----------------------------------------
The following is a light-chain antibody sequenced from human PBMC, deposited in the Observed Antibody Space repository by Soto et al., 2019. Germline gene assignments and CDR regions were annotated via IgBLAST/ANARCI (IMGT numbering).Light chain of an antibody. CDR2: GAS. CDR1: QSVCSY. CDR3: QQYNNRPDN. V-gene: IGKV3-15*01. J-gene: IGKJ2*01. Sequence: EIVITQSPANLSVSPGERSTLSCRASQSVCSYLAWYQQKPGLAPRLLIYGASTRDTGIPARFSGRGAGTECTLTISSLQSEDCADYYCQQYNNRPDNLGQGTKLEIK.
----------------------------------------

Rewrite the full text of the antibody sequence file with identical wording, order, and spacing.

The following is a light-chain antibody sequenced from human PBMC, deposited in the Observed Antibody Space repository by Soto et al., 2019. Germline gene assignments and CDR regions were annotated via IgBLAST/ANARCI (IMGT numbering).Light chain of an antibody. CDR2: GAS. CDR1: QSVCSY. CDR3: QQYNNRPDN. V-gene: IGKV3-15*01. J-gene: IGKJ2*01. Sequence: EIVITQSPANLSVSPGERSTLSCRASQSVCSYLAWYQQKPGLAPRLLIYGASTRDTGIPARFSGRGAGTECTLTISSLQSEDCADYYCQQYNNRPDNLGQGTKLEIK.